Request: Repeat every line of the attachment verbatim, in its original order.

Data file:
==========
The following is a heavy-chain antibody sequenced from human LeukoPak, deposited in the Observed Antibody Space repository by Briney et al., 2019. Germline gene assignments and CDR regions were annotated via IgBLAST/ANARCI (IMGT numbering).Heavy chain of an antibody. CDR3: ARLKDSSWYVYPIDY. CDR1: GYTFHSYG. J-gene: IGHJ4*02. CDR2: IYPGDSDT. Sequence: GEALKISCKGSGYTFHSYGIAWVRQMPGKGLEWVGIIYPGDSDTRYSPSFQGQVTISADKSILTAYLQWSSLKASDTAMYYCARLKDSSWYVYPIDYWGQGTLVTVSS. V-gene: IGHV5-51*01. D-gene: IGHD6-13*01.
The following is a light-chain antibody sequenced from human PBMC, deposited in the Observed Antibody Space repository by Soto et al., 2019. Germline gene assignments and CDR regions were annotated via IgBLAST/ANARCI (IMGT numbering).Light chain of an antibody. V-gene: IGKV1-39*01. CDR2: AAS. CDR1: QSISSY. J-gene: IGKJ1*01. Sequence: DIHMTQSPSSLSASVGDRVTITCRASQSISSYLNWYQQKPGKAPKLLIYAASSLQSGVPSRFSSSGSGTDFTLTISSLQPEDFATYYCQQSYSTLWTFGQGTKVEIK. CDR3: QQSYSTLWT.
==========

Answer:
The following is a heavy-chain antibody sequenced from human LeukoPak, deposited in the Observed Antibody Space repository by Briney et al., 2019. Germline gene assignments and CDR regions were annotated via IgBLAST/ANARCI (IMGT numbering).Heavy chain of an antibody. CDR3: ARLKDSSWYVYPIDY. CDR1: GYTFHSYG. J-gene: IGHJ4*02. CDR2: IYPGDSDT. Sequence: GEALKISCKGSGYTFHSYGIAWVRQMPGKGLEWVGIIYPGDSDTRYSPSFQGQVTISADKSILTAYLQWSSLKASDTAMYYCARLKDSSWYVYPIDYWGQGTLVTVSS. V-gene: IGHV5-51*01. D-gene: IGHD6-13*01.
The following is a light-chain antibody sequenced from human PBMC, deposited in the Observed Antibody Space repository by Soto et al., 2019. Germline gene assignments and CDR regions were annotated via IgBLAST/ANARCI (IMGT numbering).Light chain of an antibody. V-gene: IGKV1-39*01. CDR2: AAS. CDR1: QSISSY. J-gene: IGKJ1*01. Sequence: DIHMTQSPSSLSASVGDRVTITCRASQSISSYLNWYQQKPGKAPKLLIYAASSLQSGVPSRFSSSGSGTDFTLTISSLQPEDFATYYCQQSYSTLWTFGQGTKVEIK. CDR3: QQSYSTLWT.